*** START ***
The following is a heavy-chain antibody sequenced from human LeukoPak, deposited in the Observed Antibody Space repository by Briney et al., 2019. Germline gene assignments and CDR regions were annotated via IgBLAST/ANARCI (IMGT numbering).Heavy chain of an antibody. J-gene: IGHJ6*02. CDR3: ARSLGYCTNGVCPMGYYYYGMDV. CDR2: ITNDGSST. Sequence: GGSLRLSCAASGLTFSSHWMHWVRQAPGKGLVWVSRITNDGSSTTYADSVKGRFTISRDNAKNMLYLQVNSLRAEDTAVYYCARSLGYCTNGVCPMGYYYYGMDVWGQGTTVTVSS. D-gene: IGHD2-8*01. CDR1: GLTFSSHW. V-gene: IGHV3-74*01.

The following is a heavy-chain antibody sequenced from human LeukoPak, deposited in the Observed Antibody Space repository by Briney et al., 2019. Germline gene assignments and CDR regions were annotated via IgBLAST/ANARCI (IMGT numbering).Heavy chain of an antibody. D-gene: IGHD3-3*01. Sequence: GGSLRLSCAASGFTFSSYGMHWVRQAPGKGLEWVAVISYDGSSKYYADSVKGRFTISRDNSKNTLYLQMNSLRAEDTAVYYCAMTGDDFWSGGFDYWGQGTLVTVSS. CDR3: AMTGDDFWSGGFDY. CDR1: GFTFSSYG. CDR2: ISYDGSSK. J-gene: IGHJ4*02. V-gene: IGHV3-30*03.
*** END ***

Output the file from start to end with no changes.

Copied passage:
The following is a heavy-chain antibody sequenced from human LeukoPak, deposited in the Observed Antibody Space repository by Briney et al., 2019. Germline gene assignments and CDR regions were annotated via IgBLAST/ANARCI (IMGT numbering).Heavy chain of an antibody. J-gene: IGHJ6*02. CDR3: ARSLGYCTNGVCPMGYYYYGMDV. CDR2: ITNDGSST. Sequence: GGSLRLSCAASGLTFSSHWMHWVRQAPGKGLVWVSRITNDGSSTTYADSVKGRFTISRDNAKNMLYLQVNSLRAEDTAVYYCARSLGYCTNGVCPMGYYYYGMDVWGQGTTVTVSS. D-gene: IGHD2-8*01. CDR1: GLTFSSHW. V-gene: IGHV3-74*01.

The following is a heavy-chain antibody sequenced from human LeukoPak, deposited in the Observed Antibody Space repository by Briney et al., 2019. Germline gene assignments and CDR regions were annotated via IgBLAST/ANARCI (IMGT numbering).Heavy chain of an antibody. D-gene: IGHD3-3*01. Sequence: GGSLRLSCAASGFTFSSYGMHWVRQAPGKGLEWVAVISYDGSSKYYADSVKGRFTISRDNSKNTLYLQMNSLRAEDTAVYYCAMTGDDFWSGGFDYWGQGTLVTVSS. CDR3: AMTGDDFWSGGFDY. CDR1: GFTFSSYG. CDR2: ISYDGSSK. J-gene: IGHJ4*02. V-gene: IGHV3-30*03.